Nonbank competition and aging IT infrastructures make it imperative to collapse multiple payment units into an integrated whole
By Andrea Klein, vice-president, Global Financial Services, Oracle
When it comes to modernizing payments systems, banks have long clung to an “if it’s not broken, don’t fix it” attitude. That mentality appears to be changing, however, as banks face a near “perfect storm” that makes the timing optimal for them to rethink and, more importantly, move forward in redesigning their overall approach to payments and the technology infrastructure that supports this vital profit center. Banks that seize this opportunity will be well positioned to capitalize on new opportunities and remain competitive in the rapidly transforming payments sector.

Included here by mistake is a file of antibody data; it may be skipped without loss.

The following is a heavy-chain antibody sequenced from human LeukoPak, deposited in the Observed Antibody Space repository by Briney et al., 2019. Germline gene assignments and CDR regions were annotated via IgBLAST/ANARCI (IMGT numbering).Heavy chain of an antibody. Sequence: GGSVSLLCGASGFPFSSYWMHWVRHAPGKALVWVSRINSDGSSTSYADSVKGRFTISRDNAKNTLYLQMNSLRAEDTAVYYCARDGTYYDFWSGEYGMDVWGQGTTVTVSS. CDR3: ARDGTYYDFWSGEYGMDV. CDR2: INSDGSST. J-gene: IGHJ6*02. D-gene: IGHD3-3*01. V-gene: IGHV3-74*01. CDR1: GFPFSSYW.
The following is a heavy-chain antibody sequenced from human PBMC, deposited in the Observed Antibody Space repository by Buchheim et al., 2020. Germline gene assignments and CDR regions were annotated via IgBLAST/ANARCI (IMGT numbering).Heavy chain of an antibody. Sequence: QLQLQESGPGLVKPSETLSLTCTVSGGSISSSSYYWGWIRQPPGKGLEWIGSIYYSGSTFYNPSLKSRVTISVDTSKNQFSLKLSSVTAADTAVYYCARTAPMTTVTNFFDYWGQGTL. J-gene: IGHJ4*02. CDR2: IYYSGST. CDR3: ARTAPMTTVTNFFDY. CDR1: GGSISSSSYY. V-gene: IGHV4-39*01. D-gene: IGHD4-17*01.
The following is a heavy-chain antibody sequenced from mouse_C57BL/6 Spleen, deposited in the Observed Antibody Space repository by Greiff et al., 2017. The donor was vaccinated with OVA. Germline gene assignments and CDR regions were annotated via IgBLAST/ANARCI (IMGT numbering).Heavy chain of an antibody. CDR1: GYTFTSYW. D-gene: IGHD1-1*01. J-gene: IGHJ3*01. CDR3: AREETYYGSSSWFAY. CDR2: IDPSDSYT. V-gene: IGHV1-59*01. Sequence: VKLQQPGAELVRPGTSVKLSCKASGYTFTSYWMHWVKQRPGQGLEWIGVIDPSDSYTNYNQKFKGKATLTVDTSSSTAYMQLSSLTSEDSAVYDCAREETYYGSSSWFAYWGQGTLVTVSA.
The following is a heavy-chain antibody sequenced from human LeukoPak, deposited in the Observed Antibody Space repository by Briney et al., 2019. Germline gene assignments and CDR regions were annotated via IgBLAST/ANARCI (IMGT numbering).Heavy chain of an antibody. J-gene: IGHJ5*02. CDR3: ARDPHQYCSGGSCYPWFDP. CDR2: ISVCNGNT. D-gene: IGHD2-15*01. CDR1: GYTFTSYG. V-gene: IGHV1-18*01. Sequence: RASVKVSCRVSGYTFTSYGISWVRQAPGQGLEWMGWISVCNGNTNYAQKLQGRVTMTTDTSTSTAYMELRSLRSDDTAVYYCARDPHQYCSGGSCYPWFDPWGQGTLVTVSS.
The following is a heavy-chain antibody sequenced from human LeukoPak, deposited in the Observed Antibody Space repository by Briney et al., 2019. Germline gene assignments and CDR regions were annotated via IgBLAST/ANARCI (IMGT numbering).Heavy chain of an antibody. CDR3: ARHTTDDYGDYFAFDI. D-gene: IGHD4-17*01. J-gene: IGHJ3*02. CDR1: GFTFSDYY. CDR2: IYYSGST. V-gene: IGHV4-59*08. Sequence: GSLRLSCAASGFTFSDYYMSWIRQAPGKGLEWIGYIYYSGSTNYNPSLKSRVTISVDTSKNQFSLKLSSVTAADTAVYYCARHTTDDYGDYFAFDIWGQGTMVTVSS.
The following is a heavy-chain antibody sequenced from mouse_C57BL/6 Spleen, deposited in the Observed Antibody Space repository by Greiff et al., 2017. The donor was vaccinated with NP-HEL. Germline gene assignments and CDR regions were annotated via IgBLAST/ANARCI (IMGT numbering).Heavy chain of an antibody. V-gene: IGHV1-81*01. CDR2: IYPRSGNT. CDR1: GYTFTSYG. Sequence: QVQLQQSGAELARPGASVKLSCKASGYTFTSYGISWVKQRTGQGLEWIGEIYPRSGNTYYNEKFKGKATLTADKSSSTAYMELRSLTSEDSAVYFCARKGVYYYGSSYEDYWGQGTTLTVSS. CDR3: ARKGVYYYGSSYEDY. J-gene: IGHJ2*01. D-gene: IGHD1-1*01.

Banks, today, face an unprecedented convergence of challenges in the battle to remain competitive in the payments space. First, non-bank entities, such as eBay, Google and Starbucks are transforming the payments playing field and forcing banks to consider new business models to avoid profit erosion.
At the same time, many banks’ IT infrastructures are making it harder for them to compete, when it matters most. Aging hardware and payments software systems are increasingly expensive to maintain and do not provide the agility and return on investment (ROI) required to support new business models or payments volumes, which have increased at a steady rate of 15.7% from 2001 to 2007, according to a Capgemini report. Additionally, the credit crisis has forced banks to look at risk across the enterprise and by customer. Having to go into scores of payment systems—an average of 45 in many larger institutions (so not the worst case scenario)—to extract risk-related data is not practical, cost effective or easy, and points clearly to the need for consolidation.
Further, the payments discussion has elevated to a new level of urgency recently as many financial institutions face the impending 2011 sunset of ACI’s BASE24 payments software, which currently runs a large percentage of tier one global banks.